Design A Retry Strategy
When errors occur, some can be retried while others require a change before they can succeed. In the case of payments, a successful retry strategy is vital to ensure that a payment is created before an authorization expires (generally 7 days). It is also vital to ensure that a payment does not inadvertently get created twice. This article will focus on retry strategies geared specifically at payments, but the strategies themselves can be generalized to all your WePay API requests.
As mentioned in API Basics, 5xx HTTP errors indicate that the request can be programmatically retried until successful, while 4xx HTTP errors typically require a new request.
The exception to 4xx HTTP errors requiring a new request is the
INVALID_PARAMS.CONCURRENT_UNIQUE_KEY_REQUEST_IS_PROCESSING error code and reason. This error is returned when a request is made with a Unique-Key that was used on a previous request which is still being processed by WePay. As such, this error can be retried with the same method you implement for 5xx HTTP errors.
To retry a request and ensure idempotency, everything about the request must remain the same. In the case of a payment API request, “everything” includes the Unique-Key header and the request body (such as the payment method, amount, etc).
When we discuss retrying a request in this article, we refer to automatically sending the request again with no user engagement. It is important to note that 4xx errors on a payment API request may require the user to submit new payment information. That said, the submission of a new payment method will result in a new API request, so does not qualify as a retry in the context of this article.
In summary, all 5xx HTTP errors are retryable, in addition to the
INVALID_PARAMS.CONCURRENT_UNIQUE_KEY_REQUEST_IS_PROCESSING 400 error.
First, familiarize yourself with general retry strategy recommendations below:
- Set a maximum number of retries
- Unique-Key headers are valid for 24 hours, so any retry thresholds you set must not retry after 24 hours from the initial request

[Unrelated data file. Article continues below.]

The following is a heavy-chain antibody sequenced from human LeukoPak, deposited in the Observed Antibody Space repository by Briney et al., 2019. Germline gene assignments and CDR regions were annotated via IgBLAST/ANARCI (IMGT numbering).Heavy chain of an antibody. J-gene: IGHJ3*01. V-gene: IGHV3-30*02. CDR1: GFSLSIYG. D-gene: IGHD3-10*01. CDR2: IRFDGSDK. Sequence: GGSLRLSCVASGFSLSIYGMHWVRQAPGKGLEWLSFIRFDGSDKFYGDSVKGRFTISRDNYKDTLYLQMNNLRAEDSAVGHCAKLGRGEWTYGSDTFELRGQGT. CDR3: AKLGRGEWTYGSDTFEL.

- Wait at least 1 second after receiving and error before the first retry
- Implement exponential backoff for subsequent retries
- Escalate to WePay with the
X-Correlation-Idin the response header if you do not receive a 200 HTTP response before you hit your retry threshold
WePay also recommends progressively extending the time between retries, as this is best practice for handling web application errors.
There are a variety of ways to implement exponential back off, so use any method that suits your use case so long as the above considerations are included in your design.
A buyer purchases a cart of items to be shipped from one of your eCommerce merchants.
The buyer enters their card details and then submits the payment. On your back end, you send a POST /payments request with Unique-Key, an order number, and the payment method. The request receives the
UNEXPECTED_ERROR WePay API Error Code, which is a 500 HTTP error. This payment is sent through your retry flow as soon as the 500 HTTP error is received. As a result, show the buyer a payment confirmation page and indicate that a confirmation email will be sent out shortly.
Your retry flow is coded to wait 1.5 seconds before sending the same request, with the same Unique-Key. On the first retry, the same API error returns, and your code will retry again
5*n seconds later where
n is the number of retries thus far (with a maximum 5-minute delay).
|Successful Retry Flow||Unsuccessful Retry Flow|
|After 5 retries, you receive a 200 HTTP response. Stop retrying the payment and email the buyer that their order is complete. Notify the merchant of the purchase so that they can begin preparing for shipment.||If the payment has not succeeded at 24 hours, stop retrying the payment. Email the buyer and prompt them to try using a different payment method. At the same time, fetch the
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